“His attaché case opened when he picked it up and the contents spilled, revealing ladies’ undergarments and assorted makeup and perfume.”

“Candidate said he really didn’t want to get a job, but the unemployment office needed proof that he was looking for one.”

“Asked who the lovely babe was, pointing to the picture on my desk. When I said it was my wife he asked if she was home now and wanted my phone number. I called security.”

“Candidate dropped his coffee cup under table and was under table for at least 15 seconds looking for it.”

“Candidate cleaned his ears with his car keys during the interview.”

“When asked what he aspired to do X years down the road, he responded: 'Certainly not what you do -- this seems tedious.'"

“Two engineering managers interviewed another engineer, who made good eye contact with them but kept making eye contact with another person to our right that wasn’t there.”

“A candidate who implied he wanted to work there, but needed a certain week off in the following August to go to a Star Trek convention, because he had a 'killer Borg outfit.'”

“A fellow responded to a question by putting on a Boston accent and replied loudly, 'Ask not what your company can do for you but what you can do for your company.' About ten seconds of silence ensued.

“A candidate that flossed in the parking lot in the presence of the hiring managers after a lunch meeting.”

“A district sales manager that showed up for an interview with a sports jacket over a “Van Halen World Tour” T-shirt.”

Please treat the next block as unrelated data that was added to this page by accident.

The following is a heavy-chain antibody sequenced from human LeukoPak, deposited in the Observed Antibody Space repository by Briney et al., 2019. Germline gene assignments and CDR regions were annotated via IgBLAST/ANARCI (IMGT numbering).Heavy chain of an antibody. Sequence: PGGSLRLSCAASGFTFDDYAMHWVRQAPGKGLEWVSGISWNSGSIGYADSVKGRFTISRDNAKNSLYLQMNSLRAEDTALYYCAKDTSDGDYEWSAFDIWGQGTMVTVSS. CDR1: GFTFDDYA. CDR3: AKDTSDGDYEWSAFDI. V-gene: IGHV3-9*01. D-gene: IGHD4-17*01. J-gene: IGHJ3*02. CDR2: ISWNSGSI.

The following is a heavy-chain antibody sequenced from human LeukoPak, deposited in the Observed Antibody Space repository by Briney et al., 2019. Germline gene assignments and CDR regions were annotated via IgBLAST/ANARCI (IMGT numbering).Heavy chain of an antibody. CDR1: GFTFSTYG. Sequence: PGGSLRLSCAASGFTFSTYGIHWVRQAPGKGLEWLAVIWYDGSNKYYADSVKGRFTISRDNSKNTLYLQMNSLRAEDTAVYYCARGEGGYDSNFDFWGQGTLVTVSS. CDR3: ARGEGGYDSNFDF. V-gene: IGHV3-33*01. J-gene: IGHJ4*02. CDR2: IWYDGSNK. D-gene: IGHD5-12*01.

“A designer that literally had such bad body odor the first three interviewers abbreviated their interview and canceled the rest of the day’s schedule. One of the interviewers had to open the door to the office to create a cross breeze.”

“During the course of an interview, I asked a candidate to explain an unaccounted gap in the dates on his resume and he replied, “ Yeah, I was kind of bumming around at that point, but I’ve done a 360 degree turn since then.”

It takes all kinds, but as I stated earlier, just be yourself. God only knows the stories candidates could tell about the interviews they’ve been through. I’m sure that could make for some interesting reading.

About the Author

CAD/CAM Recruiters was founded in l981 by Bill Wright, who holds a B.S. degree from Webber College in Babson Park, FL. CAD/CAM is a small independent firm whose handful of recruiters specialize only in CAD/CAM/CNC/CAE and PDM.

Contact Information:

CAD/CAM RECRUITERS, INC, 10701 McMullen Creek Pkwy, Suite b, Charlotte NC 28210
Bill@cadcamrecruiters.com 
www.cadcamrecruiters.com